35
  • Publication
    Wearable sensing and mobile devices: the future of post-concussion monitoring?
    In the past decade, concussion has received large amounts of attention in public, medical and research circles. While our understanding of the nature and management of concussion has greatly improved, there are still major limitations which need to be addressed surrounding the identification of the injury, determining when an individual is safe to return to normal activity, and what factors may contribute to the development of post-concussion syndrome (PCS).The current model of concussion management involves a triage evaluation in the acute stage of injury, focusing on the classic signs and symptoms of concussion. Next, the clinician attempts to evaluate key components of cerebral function through clinical symptom evaluation, and traditional assessments of motor and neurocognitive function [1]. The development of the sports concussion assessment tool (SCAT) saw a massive leap forward in the strategies employed in the management of concussion, as it acknowledged the multifactorial nature of concussion, and provided a standardised means for clinicians to assess the many domains of cerebral function [2]. While these methods have demonstrated some promise in the acute stage, they are not designed for serial monitoring (particularly in instances where PCS develops) [3], and provide us with very little clinically relevant information that can assist clinicians in the return to learn/ sport/ performance process.
      328
  • Publication
    COVID-19 prevention and control measures in workplace settings: a rapid review and meta-analysis
    Workplaces can be high-risk environments for SARS-CoV-2 outbreaks and subsequent community transmission. Identifying, understanding, and implementing effective workplace SARS-CoV-2 infection prevention and control (IPC) measures is critical to protect workers, their families, and communities. A rapid review and meta-analysis were conducted to synthesize evidence assessing the effectiveness of COVID-19 IPC measures implemented in global workplace settings through April 2021. Medline, Embase, PubMed, and Cochrane Library were searched for studies that quantitatively assessed the effectiveness of workplace COVID-19 IPC measures. The included studies comprised varying empirical designs and occupational settings. Measures of interest included surveillance measures, outbreak investigations, environmental adjustments, personal protective equipment (PPE), changes in work arrangements, and worker education. Sixty-one studies from healthcare, nursing home, meatpacking, manufacturing, and office settings were included, accounting for ~280,000 employees based in Europe, Asia, and North America. Meta-analyses showed that combined IPC measures resulted in lower employee COVID-19 positivity rates (0.2% positivity; 95% CI 0–0.4%) than single measures such as asymptomatic PCR testing (1.7%; 95% CI 0.9–2.9%) and universal masking (24%; 95% CI 3.4–55.5%). Modelling studies showed that combinations of (i) timely and widespread contact tracing and case isolation, (ii) facilitating smaller worker cohorts, and (iii) effective use of PPE can reduce workplace transmission. Comprehensive COVID-19 IPC measures incorporating swift contact tracing and case isolation, PPE, and facility zoning can effectively prevent workplace outbreaks. Masking alone should not be considered sufficient protection from SARS-CoV-2 outbreaks in the workplace.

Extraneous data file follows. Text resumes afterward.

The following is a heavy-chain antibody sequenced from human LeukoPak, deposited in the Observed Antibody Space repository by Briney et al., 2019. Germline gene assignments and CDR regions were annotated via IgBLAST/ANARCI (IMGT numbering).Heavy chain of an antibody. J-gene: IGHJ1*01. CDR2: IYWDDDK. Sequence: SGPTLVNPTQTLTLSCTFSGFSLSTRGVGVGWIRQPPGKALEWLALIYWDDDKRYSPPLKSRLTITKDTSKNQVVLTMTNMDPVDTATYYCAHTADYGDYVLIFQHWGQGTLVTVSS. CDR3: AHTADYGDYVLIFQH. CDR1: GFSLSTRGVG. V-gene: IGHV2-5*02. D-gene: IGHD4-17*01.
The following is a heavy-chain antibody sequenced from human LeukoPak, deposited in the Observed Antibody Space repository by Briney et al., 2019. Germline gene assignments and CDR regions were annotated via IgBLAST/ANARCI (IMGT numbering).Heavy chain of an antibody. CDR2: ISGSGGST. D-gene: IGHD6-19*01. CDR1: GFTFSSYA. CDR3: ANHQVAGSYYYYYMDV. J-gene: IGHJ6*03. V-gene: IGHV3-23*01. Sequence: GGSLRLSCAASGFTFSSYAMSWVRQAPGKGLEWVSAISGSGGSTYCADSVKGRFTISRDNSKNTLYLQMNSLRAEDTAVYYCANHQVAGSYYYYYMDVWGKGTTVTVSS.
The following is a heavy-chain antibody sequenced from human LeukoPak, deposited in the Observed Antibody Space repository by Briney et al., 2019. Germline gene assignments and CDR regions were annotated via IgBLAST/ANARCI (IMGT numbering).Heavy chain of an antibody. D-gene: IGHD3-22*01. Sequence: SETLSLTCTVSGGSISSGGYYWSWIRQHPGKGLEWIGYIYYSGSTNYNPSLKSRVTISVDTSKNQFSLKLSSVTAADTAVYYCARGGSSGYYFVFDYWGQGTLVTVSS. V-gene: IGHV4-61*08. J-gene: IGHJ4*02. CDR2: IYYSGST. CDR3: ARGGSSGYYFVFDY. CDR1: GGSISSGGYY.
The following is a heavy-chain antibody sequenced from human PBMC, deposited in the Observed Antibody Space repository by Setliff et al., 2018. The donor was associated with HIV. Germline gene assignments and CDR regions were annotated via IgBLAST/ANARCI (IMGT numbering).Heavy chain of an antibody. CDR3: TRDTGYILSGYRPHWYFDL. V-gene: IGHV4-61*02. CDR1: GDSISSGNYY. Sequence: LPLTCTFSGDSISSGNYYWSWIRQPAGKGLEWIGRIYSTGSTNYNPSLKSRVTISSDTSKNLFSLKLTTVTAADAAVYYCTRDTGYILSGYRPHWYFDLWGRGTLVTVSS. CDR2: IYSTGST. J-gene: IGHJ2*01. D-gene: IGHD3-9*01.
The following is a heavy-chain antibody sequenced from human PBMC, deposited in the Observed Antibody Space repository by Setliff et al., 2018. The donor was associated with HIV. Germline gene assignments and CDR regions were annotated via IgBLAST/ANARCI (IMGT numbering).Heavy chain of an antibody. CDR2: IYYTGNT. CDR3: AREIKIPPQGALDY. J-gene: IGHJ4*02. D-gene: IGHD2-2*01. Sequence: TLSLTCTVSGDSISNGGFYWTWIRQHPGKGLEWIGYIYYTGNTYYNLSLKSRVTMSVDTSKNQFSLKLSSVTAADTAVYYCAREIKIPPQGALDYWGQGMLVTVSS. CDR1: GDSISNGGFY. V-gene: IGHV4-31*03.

164Scopus© Citations 31